And if all the cards keep falling in its favor, they’ll move from 1 drug on the market to 3 in 2020, which is shaping up as a landmark year as Seattle Genetics prepares for its 23rd anniversary on July 15.

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Take­da tees up $420M deal for celi­ac an­ti­dote, con­tin­u­ing R&D re­fo­cus

Sometime in the 1st century AD, a patient presented to Arataeus looking like a varicose ghost. He was “emaciated and atrophied, pale, feeble and incapable of performing any of his accustomed works,” the Greek physician wrote, with hollow temples and huge veins running all over his body.

A dysfunctional digestive system, Arataeus concluded – an imbalance he attributed to a “heat” deficiency in a system he and other Greeks regarded as functioning similarly to an oven – and coined a term: coeliac disease, after the Greek word for abdomen.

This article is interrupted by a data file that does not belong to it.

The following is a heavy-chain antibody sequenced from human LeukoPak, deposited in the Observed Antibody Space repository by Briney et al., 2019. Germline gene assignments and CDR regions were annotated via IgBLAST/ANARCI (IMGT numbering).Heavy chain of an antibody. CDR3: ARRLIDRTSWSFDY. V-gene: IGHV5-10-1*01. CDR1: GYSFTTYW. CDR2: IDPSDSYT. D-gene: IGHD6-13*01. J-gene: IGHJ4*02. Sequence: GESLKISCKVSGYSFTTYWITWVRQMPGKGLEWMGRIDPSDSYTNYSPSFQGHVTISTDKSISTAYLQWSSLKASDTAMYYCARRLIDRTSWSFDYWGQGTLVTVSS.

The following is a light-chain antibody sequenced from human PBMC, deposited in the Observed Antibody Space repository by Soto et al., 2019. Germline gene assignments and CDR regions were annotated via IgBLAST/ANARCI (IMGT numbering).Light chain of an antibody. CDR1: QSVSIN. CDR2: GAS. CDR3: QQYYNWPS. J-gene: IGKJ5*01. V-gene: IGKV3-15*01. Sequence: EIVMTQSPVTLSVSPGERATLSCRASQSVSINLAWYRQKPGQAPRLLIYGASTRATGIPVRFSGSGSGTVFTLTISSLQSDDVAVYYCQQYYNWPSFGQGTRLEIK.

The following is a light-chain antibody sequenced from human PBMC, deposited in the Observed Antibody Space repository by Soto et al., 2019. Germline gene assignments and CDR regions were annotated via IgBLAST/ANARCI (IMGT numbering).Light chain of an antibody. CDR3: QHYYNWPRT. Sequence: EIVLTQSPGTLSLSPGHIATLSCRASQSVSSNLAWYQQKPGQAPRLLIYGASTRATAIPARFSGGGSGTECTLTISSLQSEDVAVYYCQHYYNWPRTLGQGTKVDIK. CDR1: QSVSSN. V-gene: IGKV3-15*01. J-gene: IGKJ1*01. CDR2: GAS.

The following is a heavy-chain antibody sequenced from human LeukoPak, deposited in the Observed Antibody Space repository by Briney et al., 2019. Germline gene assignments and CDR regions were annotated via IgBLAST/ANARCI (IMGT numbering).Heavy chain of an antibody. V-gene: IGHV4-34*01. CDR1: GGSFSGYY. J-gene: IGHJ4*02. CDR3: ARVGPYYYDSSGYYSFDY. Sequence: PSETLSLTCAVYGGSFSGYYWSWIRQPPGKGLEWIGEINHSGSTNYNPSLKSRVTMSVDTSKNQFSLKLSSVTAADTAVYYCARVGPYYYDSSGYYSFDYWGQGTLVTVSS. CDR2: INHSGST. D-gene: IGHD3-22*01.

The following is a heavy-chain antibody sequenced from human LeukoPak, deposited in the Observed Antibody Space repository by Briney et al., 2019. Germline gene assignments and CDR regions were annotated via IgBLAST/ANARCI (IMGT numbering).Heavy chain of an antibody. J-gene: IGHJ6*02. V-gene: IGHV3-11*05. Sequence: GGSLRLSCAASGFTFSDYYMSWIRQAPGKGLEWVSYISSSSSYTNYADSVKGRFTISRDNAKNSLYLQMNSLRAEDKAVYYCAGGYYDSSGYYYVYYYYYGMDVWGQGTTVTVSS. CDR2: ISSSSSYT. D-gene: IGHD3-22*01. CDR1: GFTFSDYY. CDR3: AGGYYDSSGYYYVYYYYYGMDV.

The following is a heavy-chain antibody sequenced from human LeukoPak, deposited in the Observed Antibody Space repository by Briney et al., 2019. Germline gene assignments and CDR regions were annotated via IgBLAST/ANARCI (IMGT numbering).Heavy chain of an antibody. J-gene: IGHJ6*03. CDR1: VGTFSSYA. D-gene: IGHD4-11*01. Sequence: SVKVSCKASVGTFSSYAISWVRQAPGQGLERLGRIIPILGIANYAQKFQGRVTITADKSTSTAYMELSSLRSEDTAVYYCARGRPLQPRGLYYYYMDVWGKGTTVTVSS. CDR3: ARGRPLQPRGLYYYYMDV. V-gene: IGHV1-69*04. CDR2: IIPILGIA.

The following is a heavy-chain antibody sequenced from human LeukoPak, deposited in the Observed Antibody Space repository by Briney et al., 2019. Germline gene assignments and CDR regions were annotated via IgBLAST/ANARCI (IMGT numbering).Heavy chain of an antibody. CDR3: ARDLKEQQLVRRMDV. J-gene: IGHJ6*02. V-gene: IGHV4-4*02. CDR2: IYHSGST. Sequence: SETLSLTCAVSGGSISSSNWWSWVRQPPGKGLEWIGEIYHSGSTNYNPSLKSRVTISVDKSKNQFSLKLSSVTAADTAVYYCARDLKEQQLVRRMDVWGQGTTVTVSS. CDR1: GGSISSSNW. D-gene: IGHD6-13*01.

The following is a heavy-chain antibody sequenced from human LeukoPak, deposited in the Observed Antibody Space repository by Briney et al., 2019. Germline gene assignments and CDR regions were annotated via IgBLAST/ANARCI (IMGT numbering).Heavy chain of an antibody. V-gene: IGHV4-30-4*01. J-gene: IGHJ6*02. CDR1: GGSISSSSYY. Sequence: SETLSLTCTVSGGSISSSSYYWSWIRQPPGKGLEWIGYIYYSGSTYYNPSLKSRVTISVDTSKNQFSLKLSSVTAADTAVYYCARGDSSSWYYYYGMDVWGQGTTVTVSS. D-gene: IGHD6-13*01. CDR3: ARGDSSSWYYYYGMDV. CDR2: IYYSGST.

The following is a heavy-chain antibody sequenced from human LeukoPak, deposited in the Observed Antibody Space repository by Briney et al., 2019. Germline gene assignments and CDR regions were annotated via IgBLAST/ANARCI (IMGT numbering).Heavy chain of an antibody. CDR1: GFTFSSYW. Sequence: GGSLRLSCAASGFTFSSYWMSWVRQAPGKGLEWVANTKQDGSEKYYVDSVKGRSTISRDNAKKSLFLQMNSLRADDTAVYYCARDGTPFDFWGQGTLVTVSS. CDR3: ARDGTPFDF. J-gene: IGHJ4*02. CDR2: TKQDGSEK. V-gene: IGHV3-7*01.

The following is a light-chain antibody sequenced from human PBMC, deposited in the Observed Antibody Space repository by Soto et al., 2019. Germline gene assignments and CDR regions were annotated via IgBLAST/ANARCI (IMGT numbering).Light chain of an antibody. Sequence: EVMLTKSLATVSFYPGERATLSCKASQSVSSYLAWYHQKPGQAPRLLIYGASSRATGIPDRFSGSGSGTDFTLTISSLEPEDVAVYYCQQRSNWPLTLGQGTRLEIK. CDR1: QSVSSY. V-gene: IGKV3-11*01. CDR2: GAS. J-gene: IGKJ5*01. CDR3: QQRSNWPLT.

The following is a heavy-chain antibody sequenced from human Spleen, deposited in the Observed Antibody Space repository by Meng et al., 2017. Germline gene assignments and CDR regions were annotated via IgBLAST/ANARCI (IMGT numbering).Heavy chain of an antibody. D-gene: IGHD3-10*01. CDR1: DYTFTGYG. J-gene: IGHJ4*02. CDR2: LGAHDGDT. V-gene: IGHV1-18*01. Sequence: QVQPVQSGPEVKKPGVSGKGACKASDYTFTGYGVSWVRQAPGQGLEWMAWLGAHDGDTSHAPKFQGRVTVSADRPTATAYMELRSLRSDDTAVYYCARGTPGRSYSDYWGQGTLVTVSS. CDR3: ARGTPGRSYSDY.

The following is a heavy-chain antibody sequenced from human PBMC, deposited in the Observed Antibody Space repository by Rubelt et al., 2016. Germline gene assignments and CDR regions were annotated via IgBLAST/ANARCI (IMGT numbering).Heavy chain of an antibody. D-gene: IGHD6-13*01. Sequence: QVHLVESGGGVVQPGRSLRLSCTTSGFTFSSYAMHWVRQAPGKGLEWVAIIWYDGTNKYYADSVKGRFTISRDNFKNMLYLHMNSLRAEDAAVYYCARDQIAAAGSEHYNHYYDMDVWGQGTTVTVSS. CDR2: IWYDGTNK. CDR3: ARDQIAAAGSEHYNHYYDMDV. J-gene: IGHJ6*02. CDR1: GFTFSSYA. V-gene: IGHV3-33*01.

UP­DAT­ED: The FDA sets a reg­u­la­to­ry speed record, pro­vid­ing a snap OK for Ver­tex's break­through triplet for cys­tic fi­bro­sis

The FDA has approved Vertex’s new triplet for cystic fibrosis at a record-setting speed.

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Photo credit: Jacquelyn Martin

Where are the in­ter­change­able biosim­i­lars?

In June 2017, Leah Christl, former biosimilar lead at FDA, told a conference in Chicago that interchangeable biosimilars were likely coming to the US market within two years.

And although no interchangeable biosimilar has been approved by FDA yet, and Christl has since moved on to Amgen, progress on interchangeable biosimilars has been slow in the intervening years.

Most recently, Boehringer Ingelheim announced that it has completed, as of last April, a switching study necessary for launching an interchangeable biosimilar for Humira (adalimumab), although the company did not offer any further details on the timing of its submission to FDA or whether there will be an advisory committee to review the data. Boehringer already has an adalimumab biosimilar approved by FDA, which it will launch in the US on 1 July 2023.